Catching welfare fraud and abuse was much harder before (and even during the early stages of) the internet age. There are public assistance fraud investigators who basically work how a normal private investigator works. The most common type of fraud these investigators usually uncover involves a welfare recipient having an unreported job or source of income while receiving benefits.
Some may see that as a violation of privacy, and hiring such investigators costs the taxpayers money too.
In Australia they’ve found an easier way of catching welfare fraud: social media. It’s certainly easier to see if a suspicious recipient is posting about employment online than stationing a private investigator to monitor their movements. As the Sydney Morning Herald reports:
Centrelink investigators are trawling the social media accounts of people on welfare to catch out fraudsters, the federal government has confirmed.
Contractors employed by Centrelink to scan the Facebook pages, Twitter streams and eBay accounts of customers have dredged up more than $2 million in fraud the Daily Telegraph reported.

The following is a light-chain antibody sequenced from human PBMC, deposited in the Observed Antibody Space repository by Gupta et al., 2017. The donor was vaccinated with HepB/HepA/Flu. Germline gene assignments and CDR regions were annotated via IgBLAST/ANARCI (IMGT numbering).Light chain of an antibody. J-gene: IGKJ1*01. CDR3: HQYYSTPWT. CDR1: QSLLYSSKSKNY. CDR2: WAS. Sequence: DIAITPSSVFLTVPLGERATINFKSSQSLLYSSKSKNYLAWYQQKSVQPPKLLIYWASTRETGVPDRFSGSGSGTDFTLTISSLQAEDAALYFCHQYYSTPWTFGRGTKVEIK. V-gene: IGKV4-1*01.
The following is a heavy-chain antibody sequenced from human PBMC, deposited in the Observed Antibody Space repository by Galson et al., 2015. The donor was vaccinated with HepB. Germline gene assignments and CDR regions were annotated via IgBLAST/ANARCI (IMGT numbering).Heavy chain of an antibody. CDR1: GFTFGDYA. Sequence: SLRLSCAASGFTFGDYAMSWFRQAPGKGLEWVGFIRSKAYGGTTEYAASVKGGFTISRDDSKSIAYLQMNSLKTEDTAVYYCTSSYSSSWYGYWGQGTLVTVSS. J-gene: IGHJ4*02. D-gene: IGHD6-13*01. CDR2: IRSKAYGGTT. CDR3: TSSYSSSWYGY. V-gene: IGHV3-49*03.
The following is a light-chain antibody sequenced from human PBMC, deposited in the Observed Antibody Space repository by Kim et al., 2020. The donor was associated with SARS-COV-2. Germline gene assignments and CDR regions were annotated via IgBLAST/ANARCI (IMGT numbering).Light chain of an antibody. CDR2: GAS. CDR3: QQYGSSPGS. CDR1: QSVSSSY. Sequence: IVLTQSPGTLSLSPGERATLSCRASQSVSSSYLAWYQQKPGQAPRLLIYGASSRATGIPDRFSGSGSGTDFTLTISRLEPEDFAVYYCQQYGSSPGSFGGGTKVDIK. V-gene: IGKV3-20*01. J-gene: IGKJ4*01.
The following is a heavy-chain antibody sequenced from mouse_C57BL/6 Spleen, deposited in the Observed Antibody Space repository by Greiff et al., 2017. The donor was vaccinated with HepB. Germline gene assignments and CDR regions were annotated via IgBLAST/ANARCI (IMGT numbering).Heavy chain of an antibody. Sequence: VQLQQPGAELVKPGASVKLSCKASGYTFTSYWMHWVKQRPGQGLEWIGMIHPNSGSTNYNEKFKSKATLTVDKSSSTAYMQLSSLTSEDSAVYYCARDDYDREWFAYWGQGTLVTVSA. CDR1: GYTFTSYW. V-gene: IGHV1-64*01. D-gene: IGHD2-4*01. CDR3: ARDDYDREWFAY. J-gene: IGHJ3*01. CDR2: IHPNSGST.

The operations could nab a fraudster via a guileless ‘Thank God It’s Friday’ Facebook post at the end of a work week from a recipient of unemployment benefits, or perhaps an uninhibited single posting voraciously about their solo life while claiming benefits for dependents they don’t have.
In one case, a couple who claimed they were single to receive single payments were caught out by Centrelink’s social media surveillance investigators when they announced on Twitter that they were in a relationship and expecting a baby, according to the Department of Human Services.
Centrelink contracted investigators have also nabbed $1.7 million in fraud by scanning the eBay online auction accounts of welfare recipients who were selling off assets without declaring the sale price as income.
The work is part of the Department’s Taskforce Integrity operations launched in August 2015 to crackdown on fraud, and recoup the roughly $3 billion in overpayments to welfare recipients
Do you think this is a better way of catching welfare fraud in the internet age, or is this an unjust invasion of privacy? Let us know your thoughts in the comments section below and share this post on Facebook and Twitter.